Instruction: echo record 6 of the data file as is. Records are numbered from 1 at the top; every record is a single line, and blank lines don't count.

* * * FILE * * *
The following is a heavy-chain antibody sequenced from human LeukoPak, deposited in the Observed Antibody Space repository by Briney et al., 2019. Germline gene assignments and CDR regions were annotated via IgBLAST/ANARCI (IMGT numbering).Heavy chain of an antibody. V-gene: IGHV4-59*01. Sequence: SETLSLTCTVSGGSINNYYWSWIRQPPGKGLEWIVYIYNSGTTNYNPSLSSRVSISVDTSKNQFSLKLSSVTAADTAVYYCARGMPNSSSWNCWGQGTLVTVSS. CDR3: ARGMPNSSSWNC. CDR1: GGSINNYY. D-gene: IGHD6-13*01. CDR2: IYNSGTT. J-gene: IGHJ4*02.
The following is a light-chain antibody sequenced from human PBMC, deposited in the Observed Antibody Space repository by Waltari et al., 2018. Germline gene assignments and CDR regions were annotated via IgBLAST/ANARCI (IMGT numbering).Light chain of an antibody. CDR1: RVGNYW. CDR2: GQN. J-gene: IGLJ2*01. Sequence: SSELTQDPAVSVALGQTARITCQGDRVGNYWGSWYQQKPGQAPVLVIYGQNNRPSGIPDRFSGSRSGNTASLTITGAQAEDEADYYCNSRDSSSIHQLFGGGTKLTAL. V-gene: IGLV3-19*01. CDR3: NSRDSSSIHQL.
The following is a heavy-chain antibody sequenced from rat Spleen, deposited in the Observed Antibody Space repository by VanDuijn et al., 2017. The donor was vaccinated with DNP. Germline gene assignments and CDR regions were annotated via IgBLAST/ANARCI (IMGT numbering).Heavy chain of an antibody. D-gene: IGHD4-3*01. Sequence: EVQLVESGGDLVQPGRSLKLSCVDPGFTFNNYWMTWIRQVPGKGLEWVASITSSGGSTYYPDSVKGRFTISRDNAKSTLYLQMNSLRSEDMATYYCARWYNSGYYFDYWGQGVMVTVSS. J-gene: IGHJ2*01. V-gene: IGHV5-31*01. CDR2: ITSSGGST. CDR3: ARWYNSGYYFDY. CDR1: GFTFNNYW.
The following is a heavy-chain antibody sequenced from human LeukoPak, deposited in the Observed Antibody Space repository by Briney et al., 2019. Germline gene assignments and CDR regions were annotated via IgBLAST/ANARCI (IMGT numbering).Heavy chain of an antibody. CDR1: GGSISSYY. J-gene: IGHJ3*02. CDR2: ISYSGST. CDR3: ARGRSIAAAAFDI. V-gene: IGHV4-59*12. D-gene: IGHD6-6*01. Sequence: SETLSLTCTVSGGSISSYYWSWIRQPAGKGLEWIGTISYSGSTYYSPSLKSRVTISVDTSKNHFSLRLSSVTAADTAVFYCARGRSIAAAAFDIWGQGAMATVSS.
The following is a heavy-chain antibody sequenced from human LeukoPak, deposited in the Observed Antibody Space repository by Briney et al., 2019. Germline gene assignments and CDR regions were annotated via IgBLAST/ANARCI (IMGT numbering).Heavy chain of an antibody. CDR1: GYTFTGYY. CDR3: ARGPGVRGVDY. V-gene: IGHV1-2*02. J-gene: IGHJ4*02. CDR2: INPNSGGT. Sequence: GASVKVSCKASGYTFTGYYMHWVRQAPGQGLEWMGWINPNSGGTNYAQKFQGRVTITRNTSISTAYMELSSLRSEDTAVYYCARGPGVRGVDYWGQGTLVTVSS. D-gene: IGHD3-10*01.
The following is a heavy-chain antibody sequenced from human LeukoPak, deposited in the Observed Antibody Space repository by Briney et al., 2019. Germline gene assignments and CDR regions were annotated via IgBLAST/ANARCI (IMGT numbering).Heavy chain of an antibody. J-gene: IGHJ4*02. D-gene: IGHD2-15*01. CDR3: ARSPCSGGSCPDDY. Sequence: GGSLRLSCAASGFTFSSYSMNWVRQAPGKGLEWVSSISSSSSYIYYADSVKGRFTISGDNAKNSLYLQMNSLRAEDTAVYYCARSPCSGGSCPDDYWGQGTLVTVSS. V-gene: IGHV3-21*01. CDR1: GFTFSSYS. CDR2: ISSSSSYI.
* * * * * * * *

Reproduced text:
The following is a heavy-chain antibody sequenced from human LeukoPak, deposited in the Observed Antibody Space repository by Briney et al., 2019. Germline gene assignments and CDR regions were annotated via IgBLAST/ANARCI (IMGT numbering).Heavy chain of an antibody. J-gene: IGHJ4*02. D-gene: IGHD2-15*01. CDR3: ARSPCSGGSCPDDY. Sequence: GGSLRLSCAASGFTFSSYSMNWVRQAPGKGLEWVSSISSSSSYIYYADSVKGRFTISGDNAKNSLYLQMNSLRAEDTAVYYCARSPCSGGSCPDDYWGQGTLVTVSS. V-gene: IGHV3-21*01. CDR1: GFTFSSYS. CDR2: ISSSSSYI.